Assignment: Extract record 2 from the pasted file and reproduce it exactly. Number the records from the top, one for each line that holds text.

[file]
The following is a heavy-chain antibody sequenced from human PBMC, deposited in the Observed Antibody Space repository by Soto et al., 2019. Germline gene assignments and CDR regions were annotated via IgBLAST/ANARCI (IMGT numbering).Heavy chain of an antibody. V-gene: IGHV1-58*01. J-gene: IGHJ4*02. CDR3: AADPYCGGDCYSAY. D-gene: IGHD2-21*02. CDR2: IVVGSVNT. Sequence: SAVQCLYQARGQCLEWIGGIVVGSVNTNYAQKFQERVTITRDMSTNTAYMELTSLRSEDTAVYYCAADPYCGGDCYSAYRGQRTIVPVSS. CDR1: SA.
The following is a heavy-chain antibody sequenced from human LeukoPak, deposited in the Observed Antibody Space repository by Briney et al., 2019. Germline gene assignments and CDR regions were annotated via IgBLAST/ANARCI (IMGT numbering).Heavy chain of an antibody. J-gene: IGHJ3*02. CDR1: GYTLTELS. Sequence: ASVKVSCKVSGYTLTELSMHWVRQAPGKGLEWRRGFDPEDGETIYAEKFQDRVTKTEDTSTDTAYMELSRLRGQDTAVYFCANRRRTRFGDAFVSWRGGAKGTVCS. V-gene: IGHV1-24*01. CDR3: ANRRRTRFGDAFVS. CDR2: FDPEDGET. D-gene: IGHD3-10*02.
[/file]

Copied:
The following is a heavy-chain antibody sequenced from human LeukoPak, deposited in the Observed Antibody Space repository by Briney et al., 2019. Germline gene assignments and CDR regions were annotated via IgBLAST/ANARCI (IMGT numbering).Heavy chain of an antibody. J-gene: IGHJ3*02. CDR1: GYTLTELS. Sequence: ASVKVSCKVSGYTLTELSMHWVRQAPGKGLEWRRGFDPEDGETIYAEKFQDRVTKTEDTSTDTAYMELSRLRGQDTAVYFCANRRRTRFGDAFVSWRGGAKGTVCS. V-gene: IGHV1-24*01. CDR3: ANRRRTRFGDAFVS. CDR2: FDPEDGET. D-gene: IGHD3-10*02.